As has been theorized for decades, the far side of the moon would indeed be an amazing place to stare out into the universe.
With this in mind, NASA is taking a leap of faith as it contemplates turning a certain lunar crater into a giant radio telescope. As NASA sees it, those craters on the moon are already in the shape of a telescope dish – perhaps half the work is already done.
This lunar-crater radio telescope idea, along with 22 other brilliant concepts, has now been earmarked to receive a part of the $7 million funding through the NASA Innovative Advanced Concepts (NIAC) program. The Phase I award provides $125,000 to fund a nine-month study of the lunar telescope endeavor.
Saptarshi Bandyopadhyay, a robotics technologist at NASA’s Jet Propulsion Laboratory, is the individual who came up with the idea that certainly once seemed like a pipe dream. Turning this concept into reality would entail sending robots to the far side of the moon and using the machines to position a 1-km-wide wire mesh across a crater. Some estimates have the crater being 5 kilometers in diameter.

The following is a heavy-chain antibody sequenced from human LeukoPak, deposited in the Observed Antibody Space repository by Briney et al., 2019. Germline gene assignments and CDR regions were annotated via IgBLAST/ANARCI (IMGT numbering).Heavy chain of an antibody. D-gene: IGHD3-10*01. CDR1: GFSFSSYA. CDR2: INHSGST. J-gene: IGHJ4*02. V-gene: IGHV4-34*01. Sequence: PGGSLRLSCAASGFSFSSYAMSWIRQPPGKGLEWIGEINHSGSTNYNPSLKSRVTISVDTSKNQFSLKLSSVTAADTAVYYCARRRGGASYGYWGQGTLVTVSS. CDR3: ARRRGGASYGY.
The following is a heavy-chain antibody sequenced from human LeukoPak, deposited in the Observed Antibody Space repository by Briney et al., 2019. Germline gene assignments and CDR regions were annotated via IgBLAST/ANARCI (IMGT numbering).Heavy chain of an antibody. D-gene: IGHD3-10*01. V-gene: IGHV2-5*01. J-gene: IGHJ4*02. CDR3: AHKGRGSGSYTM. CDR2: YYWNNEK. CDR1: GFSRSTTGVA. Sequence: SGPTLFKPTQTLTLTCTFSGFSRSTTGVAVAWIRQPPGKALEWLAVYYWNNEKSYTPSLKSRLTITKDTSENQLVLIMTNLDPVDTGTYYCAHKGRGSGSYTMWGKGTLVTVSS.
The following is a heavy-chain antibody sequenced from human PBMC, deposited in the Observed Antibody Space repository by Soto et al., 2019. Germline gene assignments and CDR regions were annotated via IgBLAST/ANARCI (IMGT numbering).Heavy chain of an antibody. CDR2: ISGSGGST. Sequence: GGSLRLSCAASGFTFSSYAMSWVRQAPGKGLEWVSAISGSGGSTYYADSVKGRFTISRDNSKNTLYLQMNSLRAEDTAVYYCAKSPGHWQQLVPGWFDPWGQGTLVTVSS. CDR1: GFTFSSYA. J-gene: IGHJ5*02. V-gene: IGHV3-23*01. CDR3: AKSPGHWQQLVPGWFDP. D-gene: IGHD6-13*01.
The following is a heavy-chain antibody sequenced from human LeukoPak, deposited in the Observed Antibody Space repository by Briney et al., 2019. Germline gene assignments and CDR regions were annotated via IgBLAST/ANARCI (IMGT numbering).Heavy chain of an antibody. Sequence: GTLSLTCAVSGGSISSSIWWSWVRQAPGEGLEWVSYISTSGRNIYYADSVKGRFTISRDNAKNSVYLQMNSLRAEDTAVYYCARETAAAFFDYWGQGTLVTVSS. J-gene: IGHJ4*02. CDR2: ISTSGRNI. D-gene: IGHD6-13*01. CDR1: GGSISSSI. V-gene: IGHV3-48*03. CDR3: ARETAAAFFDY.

In his proposal to NASA, Bandyopadhyay highlighted the many benefits of having the Lunar Crater Radio Telescope (LCRT) on the far side of the moon.
“The moon acts as a physical shield that isolates the lunar-surface telescope from radio interferences/noises from Earth-based sources, ionosphere, Earth-orbiting satellites, and sun's radio-noise during the lunar night,” he wrote.
If the LCRT ever becomes a reality, it would be the largest filled-aperture radio telescope in the solar system. The biggest radio telescope on Earth is China’s Aperture Spherical Telescope, which boasts a diameter of 500 meters.
“LCRT could enable tremendous scientific discoveries in the field of cosmology by observing the early universe in the 10–50m wavelength band (6–30MHz frequency band), which has not been explored by humans to date,” Bandyopadhyay wrote.
NASA was quick to point out that projects like this will likely need a decade-plus of further technology development, in addition to researching and pinpointing exactly which crater to use for the telescope.
“Building the largest filled-aperture radio telescope in the solar system on the far side of the moon is bound to create a lot of public excitement," Bandyopadhyay wrote. “We envisage that this concept would unlock the potential for groundbreaking scientific discoveries in radio astronomy in wavelengths that are hitherto poorly explored by humans so far.”
Ethen Kim Lieser is a Tech Editor who has held posts at Google, The Korea Herald, Lincoln Journal Star, AsianWeek and Arirang TV.